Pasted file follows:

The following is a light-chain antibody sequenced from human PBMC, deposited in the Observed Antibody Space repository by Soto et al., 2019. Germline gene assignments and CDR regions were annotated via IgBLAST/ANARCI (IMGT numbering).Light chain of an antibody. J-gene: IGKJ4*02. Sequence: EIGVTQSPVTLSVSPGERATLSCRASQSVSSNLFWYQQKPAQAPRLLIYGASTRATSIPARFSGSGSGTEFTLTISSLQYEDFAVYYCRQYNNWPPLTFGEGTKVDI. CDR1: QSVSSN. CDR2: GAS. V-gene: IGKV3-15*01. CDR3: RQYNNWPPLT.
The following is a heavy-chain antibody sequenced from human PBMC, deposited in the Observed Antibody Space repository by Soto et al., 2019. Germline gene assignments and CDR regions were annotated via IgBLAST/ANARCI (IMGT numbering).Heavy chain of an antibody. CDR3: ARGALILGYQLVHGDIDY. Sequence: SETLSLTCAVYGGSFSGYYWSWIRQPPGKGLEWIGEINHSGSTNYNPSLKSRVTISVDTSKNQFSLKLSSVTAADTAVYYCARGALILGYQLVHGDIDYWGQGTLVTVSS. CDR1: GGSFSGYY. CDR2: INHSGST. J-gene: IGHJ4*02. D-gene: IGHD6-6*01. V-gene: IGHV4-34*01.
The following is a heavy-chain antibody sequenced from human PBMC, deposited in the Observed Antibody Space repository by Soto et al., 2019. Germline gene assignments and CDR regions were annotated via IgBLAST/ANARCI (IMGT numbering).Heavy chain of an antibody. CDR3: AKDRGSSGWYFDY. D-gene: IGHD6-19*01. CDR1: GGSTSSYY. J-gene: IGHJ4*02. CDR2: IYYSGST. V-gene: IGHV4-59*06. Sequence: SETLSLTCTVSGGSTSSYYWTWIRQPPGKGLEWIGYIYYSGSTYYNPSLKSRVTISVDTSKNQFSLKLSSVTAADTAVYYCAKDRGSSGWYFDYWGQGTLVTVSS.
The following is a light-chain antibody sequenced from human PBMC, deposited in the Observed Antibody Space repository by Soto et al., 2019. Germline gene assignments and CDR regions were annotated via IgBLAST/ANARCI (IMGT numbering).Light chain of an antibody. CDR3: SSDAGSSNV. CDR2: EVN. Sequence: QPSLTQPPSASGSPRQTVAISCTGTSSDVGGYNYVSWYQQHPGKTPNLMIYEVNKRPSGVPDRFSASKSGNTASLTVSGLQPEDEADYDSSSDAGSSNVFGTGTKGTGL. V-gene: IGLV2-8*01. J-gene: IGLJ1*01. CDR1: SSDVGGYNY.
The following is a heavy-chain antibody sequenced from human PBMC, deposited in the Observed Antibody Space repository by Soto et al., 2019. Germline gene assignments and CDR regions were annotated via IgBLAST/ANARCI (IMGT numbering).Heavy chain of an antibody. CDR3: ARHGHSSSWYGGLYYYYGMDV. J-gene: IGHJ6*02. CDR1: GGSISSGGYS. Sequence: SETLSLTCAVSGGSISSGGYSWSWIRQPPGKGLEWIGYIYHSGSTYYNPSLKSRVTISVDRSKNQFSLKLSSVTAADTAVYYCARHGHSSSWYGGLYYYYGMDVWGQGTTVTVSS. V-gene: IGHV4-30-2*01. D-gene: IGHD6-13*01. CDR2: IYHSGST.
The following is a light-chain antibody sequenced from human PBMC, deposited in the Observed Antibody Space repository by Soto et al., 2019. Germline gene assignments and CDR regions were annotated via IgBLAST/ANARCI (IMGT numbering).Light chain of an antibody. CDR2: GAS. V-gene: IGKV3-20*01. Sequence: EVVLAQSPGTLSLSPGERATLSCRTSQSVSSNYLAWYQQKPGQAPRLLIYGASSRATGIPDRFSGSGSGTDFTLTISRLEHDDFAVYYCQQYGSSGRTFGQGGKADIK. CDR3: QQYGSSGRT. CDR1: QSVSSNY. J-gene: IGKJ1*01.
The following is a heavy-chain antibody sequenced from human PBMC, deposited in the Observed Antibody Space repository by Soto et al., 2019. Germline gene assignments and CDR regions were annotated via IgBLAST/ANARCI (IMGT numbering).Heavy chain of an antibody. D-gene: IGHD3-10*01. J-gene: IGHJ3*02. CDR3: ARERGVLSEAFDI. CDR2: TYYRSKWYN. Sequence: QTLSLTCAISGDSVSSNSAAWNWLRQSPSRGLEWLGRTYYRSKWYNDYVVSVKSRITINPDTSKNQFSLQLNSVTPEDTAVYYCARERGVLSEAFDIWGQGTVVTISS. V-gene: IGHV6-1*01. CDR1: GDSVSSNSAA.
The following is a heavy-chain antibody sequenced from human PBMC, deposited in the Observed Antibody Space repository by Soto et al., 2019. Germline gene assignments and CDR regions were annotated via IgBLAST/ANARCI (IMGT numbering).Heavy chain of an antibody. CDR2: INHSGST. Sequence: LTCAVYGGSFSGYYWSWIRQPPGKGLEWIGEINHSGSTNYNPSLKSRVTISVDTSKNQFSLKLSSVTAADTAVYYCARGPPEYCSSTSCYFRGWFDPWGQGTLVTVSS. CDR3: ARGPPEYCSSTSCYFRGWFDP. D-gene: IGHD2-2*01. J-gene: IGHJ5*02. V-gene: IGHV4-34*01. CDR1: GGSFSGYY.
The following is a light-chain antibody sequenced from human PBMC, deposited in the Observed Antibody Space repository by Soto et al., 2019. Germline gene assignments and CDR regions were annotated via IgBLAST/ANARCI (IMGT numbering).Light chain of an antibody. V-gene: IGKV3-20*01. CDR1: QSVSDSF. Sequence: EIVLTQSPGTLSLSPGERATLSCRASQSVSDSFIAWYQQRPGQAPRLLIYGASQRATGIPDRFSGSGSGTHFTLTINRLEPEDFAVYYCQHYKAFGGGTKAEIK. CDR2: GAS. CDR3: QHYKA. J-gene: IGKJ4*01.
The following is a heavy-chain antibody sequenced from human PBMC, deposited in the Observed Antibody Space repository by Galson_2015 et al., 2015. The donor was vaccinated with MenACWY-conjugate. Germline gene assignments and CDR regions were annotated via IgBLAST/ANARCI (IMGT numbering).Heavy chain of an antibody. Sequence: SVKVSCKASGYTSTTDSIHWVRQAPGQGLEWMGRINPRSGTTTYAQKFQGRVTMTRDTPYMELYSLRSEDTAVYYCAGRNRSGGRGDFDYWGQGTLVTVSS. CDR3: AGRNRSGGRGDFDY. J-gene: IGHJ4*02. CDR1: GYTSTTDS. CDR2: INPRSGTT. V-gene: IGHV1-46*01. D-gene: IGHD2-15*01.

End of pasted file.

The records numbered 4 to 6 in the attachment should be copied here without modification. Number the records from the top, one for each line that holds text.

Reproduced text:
The following is a light-chain antibody sequenced from human PBMC, deposited in the Observed Antibody Space repository by Soto et al., 2019. Germline gene assignments and CDR regions were annotated via IgBLAST/ANARCI (IMGT numbering).Light chain of an antibody. CDR3: SSDAGSSNV. CDR2: EVN. Sequence: QPSLTQPPSASGSPRQTVAISCTGTSSDVGGYNYVSWYQQHPGKTPNLMIYEVNKRPSGVPDRFSASKSGNTASLTVSGLQPEDEADYDSSSDAGSSNVFGTGTKGTGL. V-gene: IGLV2-8*01. J-gene: IGLJ1*01. CDR1: SSDVGGYNY.
The following is a heavy-chain antibody sequenced from human PBMC, deposited in the Observed Antibody Space repository by Soto et al., 2019. Germline gene assignments and CDR regions were annotated via IgBLAST/ANARCI (IMGT numbering).Heavy chain of an antibody. CDR3: ARHGHSSSWYGGLYYYYGMDV. J-gene: IGHJ6*02. CDR1: GGSISSGGYS. Sequence: SETLSLTCAVSGGSISSGGYSWSWIRQPPGKGLEWIGYIYHSGSTYYNPSLKSRVTISVDRSKNQFSLKLSSVTAADTAVYYCARHGHSSSWYGGLYYYYGMDVWGQGTTVTVSS. V-gene: IGHV4-30-2*01. D-gene: IGHD6-13*01. CDR2: IYHSGST.
The following is a light-chain antibody sequenced from human PBMC, deposited in the Observed Antibody Space repository by Soto et al., 2019. Germline gene assignments and CDR regions were annotated via IgBLAST/ANARCI (IMGT numbering).Light chain of an antibody. CDR2: GAS. V-gene: IGKV3-20*01. Sequence: EVVLAQSPGTLSLSPGERATLSCRTSQSVSSNYLAWYQQKPGQAPRLLIYGASSRATGIPDRFSGSGSGTDFTLTISRLEHDDFAVYYCQQYGSSGRTFGQGGKADIK. CDR3: QQYGSSGRT. CDR1: QSVSSNY. J-gene: IGKJ1*01.